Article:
‘Ma Rainey’s Black Bottom’ Review: The blues made flesh

Ma Rainey's Black Bottom
David Lee/Netflix

It’s hard to divorce George C. Wolfe’s adaptation of August Wilson’s Tony Award-nominated play Ma Rainey’s Black Bottom from the tragic circumstances of its release. Before a single still from the production was released to the public, Chadwick Boseman tragically passed away, and the wound from that massive loss makes it incredibly difficult to read it in any other way than an elegy for one of the greatest on-screen talents to emerge in the past decade. Indeed, it works wholly in that way, though Boseman’s vivacious performance allows one to occasionally forget about reality, but it’s also a swell adaptation of one of Wilson’s most fascinating plays, which, had it emerged into a kinder world, would likely still have received a similar amount of acclaim.

Ma Rainey’s Black Bottom takes place over the course of a hot summer’s day in Chicago back in 1927, when blues legend Ma Rainey (Viola Davis) and her backing band — ambitious trumpeter Levee (Boseman), sturdy bandleader and trombonist Cutler (Coleman Domingo), bassist Slow Drag (Michael Potts), and the thoughtful pianist Toledo (Glynn Turman) — have gathered in a recording studio to put a couple of songs on wax for her record company. Over the course of the day, the band encounters a series of delays — Ma’s initially late because her car got into an accident outside of the studio, she wants her stuttering nephew to record an intro to the number the film’s titled after, and the recording equipment keeps breaking — and spends a good amount of their day stuck in the green room beneath the studio, shooting the shit and rehearsing. But Levee’s got plans: He wants to start his own band and record his own songs, and he wants his versions of Ma’s classics to be the ones they record. So, a conflict begins brewing between the iconic singer and the newbie trumpeter, and only one of them can triumph.

Wolfe, the master responsible for bringing Tony Kushner’s Angels of America to the Broadway stage, knows how to coax brilliant performances from actors, and this is the cleanest translation of that on-stage skill to the screen. The script, penned by Wolfe’s longtime collaborator Ruben Santiago-Hudson, often runs into some of the same problems that theatrical adaptations do — in practice, it’s very stagey in its construction, despite the writer and director’s attempts to bring the action to other places — but the performers make it so compelling that I rarely minded. The entire ensemble is astonishingly cast, from Domingo’s presence as the sturdy backbone of the band to Turman’s gregarious whisky-sipped pensiveness, and, of course, his two leads. Davis is great here, with the theatrical nature of her character’s on-screen persona never once overwhelming the wants, desires, and frustrations of the person concealed beneath it. Ma has seen some shit in her life, and she knows that her record company is exploiting her, so she refuses to suffer the fools and their mistakes at this record company gladly. She knows that they’ll be done with her after they pay her, and she longs to get back on the road, where she knows that her audiences are there to see her perform. It’s an interesting, layered performance that often compliments a lot of the work that she’s done in the past.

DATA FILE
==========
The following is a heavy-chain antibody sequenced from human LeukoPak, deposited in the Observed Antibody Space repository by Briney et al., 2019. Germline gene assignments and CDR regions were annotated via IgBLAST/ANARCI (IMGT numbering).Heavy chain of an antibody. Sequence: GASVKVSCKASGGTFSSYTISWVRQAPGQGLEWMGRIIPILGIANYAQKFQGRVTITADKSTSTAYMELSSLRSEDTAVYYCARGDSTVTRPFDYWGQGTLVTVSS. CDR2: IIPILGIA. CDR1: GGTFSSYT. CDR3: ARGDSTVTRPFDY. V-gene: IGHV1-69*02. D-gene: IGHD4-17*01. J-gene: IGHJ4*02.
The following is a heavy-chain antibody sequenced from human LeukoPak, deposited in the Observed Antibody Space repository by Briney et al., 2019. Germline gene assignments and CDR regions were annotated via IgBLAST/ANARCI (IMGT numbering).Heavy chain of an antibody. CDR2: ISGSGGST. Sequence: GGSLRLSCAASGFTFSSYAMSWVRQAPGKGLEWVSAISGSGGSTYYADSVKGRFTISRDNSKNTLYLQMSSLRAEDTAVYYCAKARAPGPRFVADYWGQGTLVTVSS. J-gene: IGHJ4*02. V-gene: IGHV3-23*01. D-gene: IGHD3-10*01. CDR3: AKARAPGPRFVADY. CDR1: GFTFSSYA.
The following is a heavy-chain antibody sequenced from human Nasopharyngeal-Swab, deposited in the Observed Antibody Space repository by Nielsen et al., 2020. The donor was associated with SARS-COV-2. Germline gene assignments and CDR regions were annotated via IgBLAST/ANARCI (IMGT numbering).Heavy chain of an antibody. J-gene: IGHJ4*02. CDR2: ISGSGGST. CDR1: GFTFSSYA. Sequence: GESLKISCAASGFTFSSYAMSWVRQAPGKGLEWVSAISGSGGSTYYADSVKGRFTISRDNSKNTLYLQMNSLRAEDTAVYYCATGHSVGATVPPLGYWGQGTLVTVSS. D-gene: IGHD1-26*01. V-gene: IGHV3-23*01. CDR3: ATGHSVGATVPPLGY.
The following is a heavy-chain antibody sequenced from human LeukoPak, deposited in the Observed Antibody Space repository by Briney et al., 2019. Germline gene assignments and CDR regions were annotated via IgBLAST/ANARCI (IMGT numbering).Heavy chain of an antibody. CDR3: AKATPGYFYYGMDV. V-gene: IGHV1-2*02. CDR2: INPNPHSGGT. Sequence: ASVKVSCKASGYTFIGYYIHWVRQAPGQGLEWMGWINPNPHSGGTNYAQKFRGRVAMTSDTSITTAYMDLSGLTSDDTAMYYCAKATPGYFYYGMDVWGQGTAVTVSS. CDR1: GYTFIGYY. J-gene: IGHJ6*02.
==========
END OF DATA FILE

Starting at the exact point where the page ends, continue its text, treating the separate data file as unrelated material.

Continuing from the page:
Make no mistake: As good as Davis is here, this is Boseman’s film, and he captivates every second he’s on-screen, gliding across rooms while nailing the grace notes and flow of Wilson’s dialogue. He has a genuinely showstopping monologue at the end of what would have been the play’s first act, and it is also a centerpiece here, full of deeply-rooted pain and trauma, that grinds the film to a total halt, to the point where one almost wishes for the act break simply to catch one’s breath. I definitely don’t fault Wolfe or Santiago-Hudson for not knowing necessarily how to move on from that specific scene — the transition is slightly less than graceful — because I honestly wouldn’t know how to. Boseman’s keen on bringing out the tragic nature of Levee’s circumstance and his fall from grace, and there’s something almost Hellenistic about the nature of his subsequent collapse. There’s a lovely moment following a big blow-up between Levee and the rest of the band where Boseman turns his attention to a locked and nearly immovable iron door in the band’s room, and after a whole lot of pushing and kicking, he finally makes his way through, only to see that the door leads nowhere, that there’s no escape.

Again, Wolfe’s made a sturdy and good film here, a work which deeply respects both the talents of its origins and its ensemble, and allows the best of both to properly flourish in a cinematic way. It’s going to earn all of the accolades that are heading its way, but it feels odd and difficult to properly celebrate its achievements, knowing that it’s the last time we’ll get to see one of its stars shine so brightly, especially given the sterling quality of the work that Boseman put in in this particular film. But perhaps one should interpret Ma Rainey’s Black Bottom as a celebration of its actors, an old standard recorded well in stereo for the very first time, and that we are all very lucky that that we got to see it performed by one of the very best while we still could.